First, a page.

Over the past few weeks, the financial news media has been marveling at what it calls the “disconnect” between stock prices and the economy. Economic and health statistics are likely to go from bad – 30 million unemployed in the past month, a 4.8% drop in first-quarter GDP, an 8.7% drop in retail sales in April, more reported coronavirus cases and deaths – to worse – a nearly 40% drop in GDP and around 15% unemployment in the second quarter, according to the Congressional Budget Office’s latest projections. Yet the stock market has blissfully regained about half of the 34% drop it sustained between mid-February and mid-March.
But is there really a disconnect? Does the economy – now largely controlled by the Federal Reserve and the U.S. Treasury Department – still have any correlation to what happens in the stock market anymore, and vice versa? Well, the answer is yes, but not in the way it used to. What’s happening is that as the economy goes deeper into the red, the more it prompts the government to pump in more money and for the Fed to intervene more in the financial markets. That is unquestionably good for stocks.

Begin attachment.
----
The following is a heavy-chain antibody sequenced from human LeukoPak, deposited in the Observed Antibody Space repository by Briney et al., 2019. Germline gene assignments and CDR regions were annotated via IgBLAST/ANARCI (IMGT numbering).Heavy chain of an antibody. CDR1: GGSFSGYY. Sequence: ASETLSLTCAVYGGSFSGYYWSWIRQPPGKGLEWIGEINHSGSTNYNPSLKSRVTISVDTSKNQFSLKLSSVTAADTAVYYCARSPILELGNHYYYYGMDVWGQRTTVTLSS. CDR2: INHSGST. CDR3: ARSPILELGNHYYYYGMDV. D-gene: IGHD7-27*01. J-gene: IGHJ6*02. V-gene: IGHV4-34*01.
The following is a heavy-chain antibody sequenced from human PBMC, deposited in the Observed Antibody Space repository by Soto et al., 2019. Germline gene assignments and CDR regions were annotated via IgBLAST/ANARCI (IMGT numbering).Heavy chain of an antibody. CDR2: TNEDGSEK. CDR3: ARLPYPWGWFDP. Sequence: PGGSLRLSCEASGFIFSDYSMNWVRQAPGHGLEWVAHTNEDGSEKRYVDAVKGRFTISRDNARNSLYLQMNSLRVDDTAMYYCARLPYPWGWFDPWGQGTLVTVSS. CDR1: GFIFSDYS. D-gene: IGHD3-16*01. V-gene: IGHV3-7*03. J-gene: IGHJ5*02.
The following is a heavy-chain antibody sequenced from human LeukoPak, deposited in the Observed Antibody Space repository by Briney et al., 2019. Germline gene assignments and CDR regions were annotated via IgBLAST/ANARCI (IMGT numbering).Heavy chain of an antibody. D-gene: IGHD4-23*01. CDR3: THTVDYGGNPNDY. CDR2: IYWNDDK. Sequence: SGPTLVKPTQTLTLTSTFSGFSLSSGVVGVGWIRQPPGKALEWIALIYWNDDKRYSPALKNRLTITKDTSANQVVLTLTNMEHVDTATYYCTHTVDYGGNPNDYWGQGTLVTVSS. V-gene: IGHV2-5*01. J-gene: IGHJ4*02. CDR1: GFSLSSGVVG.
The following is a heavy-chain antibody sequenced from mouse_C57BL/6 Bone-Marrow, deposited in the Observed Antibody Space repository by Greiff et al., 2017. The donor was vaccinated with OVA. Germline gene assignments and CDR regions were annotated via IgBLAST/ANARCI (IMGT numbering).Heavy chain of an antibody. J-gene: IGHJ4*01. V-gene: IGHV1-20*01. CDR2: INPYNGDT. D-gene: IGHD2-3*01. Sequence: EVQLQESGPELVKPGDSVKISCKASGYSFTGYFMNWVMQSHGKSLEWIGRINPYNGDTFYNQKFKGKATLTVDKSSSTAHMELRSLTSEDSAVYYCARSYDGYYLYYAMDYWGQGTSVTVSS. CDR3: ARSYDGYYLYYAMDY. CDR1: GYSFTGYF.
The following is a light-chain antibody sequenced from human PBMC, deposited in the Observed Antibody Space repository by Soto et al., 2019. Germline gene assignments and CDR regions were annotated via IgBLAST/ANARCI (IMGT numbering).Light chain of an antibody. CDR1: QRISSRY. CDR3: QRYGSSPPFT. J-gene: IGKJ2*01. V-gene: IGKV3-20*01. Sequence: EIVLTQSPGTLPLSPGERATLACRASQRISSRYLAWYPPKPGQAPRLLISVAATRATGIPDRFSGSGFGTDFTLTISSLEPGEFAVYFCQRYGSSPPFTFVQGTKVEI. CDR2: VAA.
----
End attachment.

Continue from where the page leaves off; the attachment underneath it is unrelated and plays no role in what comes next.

We have been in an environment since the 2008 financial crisis where the Fed has played an unprecedented activist role in the bond market and, indirectly, the stock market. That role has grown further under Chair Jerome Powell, who seems to believe it’s the Fed’s job to rescue equity investors any time stock prices correct, never mind what’s going on in the economy. Now that we’re in the middle of an economic downturn that makes 2008 look like a garden-variety recession, the Fed has put its monetary policy and quantitative-easing engines into Continue reading "Disconnect? What Disconnect?"